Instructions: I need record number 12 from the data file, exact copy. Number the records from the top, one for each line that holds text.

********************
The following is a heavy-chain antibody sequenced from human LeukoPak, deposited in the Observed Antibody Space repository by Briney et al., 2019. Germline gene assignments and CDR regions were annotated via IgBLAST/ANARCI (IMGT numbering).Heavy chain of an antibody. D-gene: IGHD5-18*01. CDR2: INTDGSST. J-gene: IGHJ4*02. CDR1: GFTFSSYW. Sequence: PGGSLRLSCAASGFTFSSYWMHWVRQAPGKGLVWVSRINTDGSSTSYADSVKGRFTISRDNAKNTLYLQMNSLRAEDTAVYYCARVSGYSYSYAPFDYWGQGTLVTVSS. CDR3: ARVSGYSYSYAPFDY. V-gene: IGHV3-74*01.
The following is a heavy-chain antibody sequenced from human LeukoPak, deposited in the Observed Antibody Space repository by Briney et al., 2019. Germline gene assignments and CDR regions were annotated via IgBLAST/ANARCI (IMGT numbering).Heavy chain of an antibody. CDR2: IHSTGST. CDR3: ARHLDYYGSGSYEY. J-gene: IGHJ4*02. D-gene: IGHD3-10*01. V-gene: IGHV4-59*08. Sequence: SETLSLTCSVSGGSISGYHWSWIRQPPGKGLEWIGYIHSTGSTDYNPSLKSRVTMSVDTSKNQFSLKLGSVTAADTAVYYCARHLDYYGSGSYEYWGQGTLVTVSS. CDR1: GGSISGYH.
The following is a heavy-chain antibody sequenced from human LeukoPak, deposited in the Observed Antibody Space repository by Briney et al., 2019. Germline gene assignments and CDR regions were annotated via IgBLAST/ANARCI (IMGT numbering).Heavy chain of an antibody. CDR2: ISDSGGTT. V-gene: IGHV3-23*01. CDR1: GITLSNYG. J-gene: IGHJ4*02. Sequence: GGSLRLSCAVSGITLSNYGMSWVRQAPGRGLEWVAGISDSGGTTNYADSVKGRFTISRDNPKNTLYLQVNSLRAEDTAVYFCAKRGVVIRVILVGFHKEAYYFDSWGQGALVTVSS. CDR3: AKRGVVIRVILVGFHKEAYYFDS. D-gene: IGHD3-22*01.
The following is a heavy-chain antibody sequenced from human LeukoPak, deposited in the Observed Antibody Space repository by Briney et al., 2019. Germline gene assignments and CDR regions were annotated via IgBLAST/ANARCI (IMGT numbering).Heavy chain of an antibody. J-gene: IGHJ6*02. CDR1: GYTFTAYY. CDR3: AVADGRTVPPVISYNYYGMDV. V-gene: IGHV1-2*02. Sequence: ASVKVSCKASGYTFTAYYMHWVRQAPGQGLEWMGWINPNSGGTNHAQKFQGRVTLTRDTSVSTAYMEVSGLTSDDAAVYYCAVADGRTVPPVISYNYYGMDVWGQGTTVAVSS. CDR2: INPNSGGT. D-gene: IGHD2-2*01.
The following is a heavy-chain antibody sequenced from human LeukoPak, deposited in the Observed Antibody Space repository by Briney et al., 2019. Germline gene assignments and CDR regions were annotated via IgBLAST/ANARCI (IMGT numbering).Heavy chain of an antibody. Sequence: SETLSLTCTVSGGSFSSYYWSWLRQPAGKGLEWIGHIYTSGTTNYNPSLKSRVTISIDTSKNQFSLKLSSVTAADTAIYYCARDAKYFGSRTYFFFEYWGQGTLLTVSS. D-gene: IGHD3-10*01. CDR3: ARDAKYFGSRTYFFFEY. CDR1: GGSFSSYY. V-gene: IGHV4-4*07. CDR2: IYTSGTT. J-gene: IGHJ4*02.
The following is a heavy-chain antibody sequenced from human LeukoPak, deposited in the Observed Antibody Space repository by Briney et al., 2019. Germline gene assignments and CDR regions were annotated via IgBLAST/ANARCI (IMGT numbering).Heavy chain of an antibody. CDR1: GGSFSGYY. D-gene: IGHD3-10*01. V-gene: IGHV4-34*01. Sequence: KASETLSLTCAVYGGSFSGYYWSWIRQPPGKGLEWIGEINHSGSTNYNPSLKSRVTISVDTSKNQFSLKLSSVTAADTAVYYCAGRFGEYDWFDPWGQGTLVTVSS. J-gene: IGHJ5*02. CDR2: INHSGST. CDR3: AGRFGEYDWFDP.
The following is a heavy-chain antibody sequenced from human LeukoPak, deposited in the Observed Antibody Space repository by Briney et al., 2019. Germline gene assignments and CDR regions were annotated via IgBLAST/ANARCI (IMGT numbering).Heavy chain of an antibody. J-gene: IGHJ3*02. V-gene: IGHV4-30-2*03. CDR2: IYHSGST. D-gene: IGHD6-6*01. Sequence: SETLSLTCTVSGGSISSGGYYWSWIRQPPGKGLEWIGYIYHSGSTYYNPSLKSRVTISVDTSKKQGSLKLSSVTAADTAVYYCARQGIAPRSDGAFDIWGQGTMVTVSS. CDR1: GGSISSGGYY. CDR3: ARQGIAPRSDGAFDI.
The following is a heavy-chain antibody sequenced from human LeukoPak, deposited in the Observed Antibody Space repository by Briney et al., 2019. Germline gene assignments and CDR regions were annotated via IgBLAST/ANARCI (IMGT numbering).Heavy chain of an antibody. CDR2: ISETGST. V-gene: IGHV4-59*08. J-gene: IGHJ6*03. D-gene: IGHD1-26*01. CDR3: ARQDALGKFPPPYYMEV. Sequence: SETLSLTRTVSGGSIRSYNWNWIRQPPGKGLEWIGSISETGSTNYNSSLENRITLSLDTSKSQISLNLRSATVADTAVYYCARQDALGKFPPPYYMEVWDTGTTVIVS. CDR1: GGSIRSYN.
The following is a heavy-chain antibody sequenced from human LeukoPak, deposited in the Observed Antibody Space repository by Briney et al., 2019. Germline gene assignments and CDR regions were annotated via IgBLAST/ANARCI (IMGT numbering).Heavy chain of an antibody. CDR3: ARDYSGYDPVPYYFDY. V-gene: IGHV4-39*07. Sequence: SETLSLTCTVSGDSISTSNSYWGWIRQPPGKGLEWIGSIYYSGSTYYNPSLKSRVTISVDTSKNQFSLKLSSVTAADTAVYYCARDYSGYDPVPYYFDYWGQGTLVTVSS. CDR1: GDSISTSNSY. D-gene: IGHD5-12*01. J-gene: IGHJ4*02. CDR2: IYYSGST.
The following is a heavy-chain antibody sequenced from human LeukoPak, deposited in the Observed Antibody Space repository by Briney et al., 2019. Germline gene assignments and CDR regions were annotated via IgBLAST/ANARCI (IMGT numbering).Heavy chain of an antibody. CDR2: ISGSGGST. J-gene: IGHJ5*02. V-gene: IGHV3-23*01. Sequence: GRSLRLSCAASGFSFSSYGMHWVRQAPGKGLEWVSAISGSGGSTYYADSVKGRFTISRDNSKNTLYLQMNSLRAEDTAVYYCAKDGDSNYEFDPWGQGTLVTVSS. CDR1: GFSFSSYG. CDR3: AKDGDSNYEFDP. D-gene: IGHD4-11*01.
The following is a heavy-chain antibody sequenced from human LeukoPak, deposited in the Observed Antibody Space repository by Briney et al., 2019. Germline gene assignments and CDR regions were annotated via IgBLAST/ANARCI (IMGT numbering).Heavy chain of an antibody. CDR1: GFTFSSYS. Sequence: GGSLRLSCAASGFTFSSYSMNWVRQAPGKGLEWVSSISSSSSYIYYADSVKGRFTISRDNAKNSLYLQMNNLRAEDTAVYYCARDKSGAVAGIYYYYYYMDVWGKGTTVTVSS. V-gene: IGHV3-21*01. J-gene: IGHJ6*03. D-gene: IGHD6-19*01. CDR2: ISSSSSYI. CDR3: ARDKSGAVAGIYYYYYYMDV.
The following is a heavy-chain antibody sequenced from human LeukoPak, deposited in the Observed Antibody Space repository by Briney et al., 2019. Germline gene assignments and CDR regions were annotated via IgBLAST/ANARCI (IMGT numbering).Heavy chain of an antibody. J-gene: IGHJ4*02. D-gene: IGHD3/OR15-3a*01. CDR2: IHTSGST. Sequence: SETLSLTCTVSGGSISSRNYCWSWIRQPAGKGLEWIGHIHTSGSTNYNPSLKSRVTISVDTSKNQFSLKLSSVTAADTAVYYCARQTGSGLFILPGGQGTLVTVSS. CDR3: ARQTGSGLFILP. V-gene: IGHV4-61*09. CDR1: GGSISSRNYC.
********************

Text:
The following is a heavy-chain antibody sequenced from human LeukoPak, deposited in the Observed Antibody Space repository by Briney et al., 2019. Germline gene assignments and CDR regions were annotated via IgBLAST/ANARCI (IMGT numbering).Heavy chain of an antibody. J-gene: IGHJ4*02. D-gene: IGHD3/OR15-3a*01. CDR2: IHTSGST. Sequence: SETLSLTCTVSGGSISSRNYCWSWIRQPAGKGLEWIGHIHTSGSTNYNPSLKSRVTISVDTSKNQFSLKLSSVTAADTAVYYCARQTGSGLFILPGGQGTLVTVSS. CDR3: ARQTGSGLFILP. V-gene: IGHV4-61*09. CDR1: GGSISSRNYC.